On most flights, Delta offers a small bag of snacks in coach class. But earlier this year, it opted to start serving free meals in the main cabin on some of its longest domestic flights. These include popular transcontinental routes between New York and San Francisco or Los Angeles.

5. Hawaiian Airlines

Hawaiian Airlines wasn’t ranked by J.D. Power or ACS. But it’s a perennial favorite of 3p Editor in Chief Jen Boynton, whose mother lived in Hawaii for years. And it was honored for best airline staff in North America in the 2016 Skytrax World Airline Awards, held annually at the famed Farnborough Airshow.

That cheery customer service reputation aligns with Boynton’s personal experiences. “The flight attendants all embody the aloha spirit,” she said simply.

Hawaiian also offers complimentary meals and cocktails in the main cabin. And kiss that grey chicken and two-dollar wine goodbye. Meals are prepared in consultation with renowned Hawaiian chef Chai Chaowasaree. And Hawaii’s first master sommelier, Chuck Furuya, selects its Hawaii-made spirits and wines.

If passengers are bored on the flight, they can relax with an in-flight entertainment tablet — provided by the airline — or browse the duty-free shops from their seat.

Image courtesy of JetBlue (press use only) 

Mary Mazzoni

Based in Philadelphia, Mary Mazzoni is the senior editor of TriplePundit. She is also a freelance journalist with a passion for storytelling and sustainability. Her work has appeared in the Philadelphia Daily News, Earth911, the Huffington Post, Sustainable Brands and the Daily Meal.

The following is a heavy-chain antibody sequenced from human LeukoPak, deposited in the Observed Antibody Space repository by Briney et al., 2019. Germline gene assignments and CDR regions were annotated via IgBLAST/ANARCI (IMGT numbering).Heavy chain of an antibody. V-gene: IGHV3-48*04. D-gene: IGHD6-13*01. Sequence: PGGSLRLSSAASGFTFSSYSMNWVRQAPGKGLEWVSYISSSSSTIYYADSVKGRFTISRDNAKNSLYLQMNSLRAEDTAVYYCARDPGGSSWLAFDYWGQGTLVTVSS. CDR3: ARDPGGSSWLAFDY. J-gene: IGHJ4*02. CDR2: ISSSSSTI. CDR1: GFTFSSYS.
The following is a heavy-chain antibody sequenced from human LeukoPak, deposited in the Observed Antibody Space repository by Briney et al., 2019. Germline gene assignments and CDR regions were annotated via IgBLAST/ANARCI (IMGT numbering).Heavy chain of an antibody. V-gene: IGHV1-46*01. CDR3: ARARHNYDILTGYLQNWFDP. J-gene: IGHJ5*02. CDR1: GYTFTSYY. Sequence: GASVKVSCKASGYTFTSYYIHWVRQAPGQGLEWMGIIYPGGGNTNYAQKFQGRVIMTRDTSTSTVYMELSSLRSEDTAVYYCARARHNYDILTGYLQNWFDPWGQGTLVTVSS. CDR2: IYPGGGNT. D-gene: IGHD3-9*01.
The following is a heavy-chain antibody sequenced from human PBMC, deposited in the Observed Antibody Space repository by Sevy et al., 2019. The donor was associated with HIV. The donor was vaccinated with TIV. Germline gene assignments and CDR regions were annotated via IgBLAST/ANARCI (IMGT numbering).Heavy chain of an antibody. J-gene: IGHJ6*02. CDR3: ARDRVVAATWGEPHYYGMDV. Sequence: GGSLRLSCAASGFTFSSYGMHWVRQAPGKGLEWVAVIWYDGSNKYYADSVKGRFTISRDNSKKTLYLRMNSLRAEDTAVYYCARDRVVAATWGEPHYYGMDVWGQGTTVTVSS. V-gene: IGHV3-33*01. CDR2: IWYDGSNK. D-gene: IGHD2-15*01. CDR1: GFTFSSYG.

Mary is a lifelong vegetarian with an interest in climate resilience, clean tech and social justice. You can contact her at mary@triplepundit.com.

One response

  1. As a reminder, it was the airport police that inflicted the injuries, not United Airline. Overbooking is a common practice in the airline industry to keep ticket prices down. That practice allows for no-shows, changing flights at the last minute and other logistics.

    Security at the checkpoints also is not due to the airlines but TSA, so correctly assign the blame.

    Consumers have guided the airlines to “low cost” airfares, this has led to the nickel and diming of baggage and other additional fees. Prior to this it was included, and you paid more for your ticket.

    Consider the fact that airfares are the same, or even less than they were 20 or 30 years ago with the additional costs for extra security, parts, healthcare for employees, etc. Something has to give.

    There are tens of thousands of flights per day. These mishaps are minimal relatively speaking, but everyone is an airline expert.

    “Nothing to see here, folks, move along…”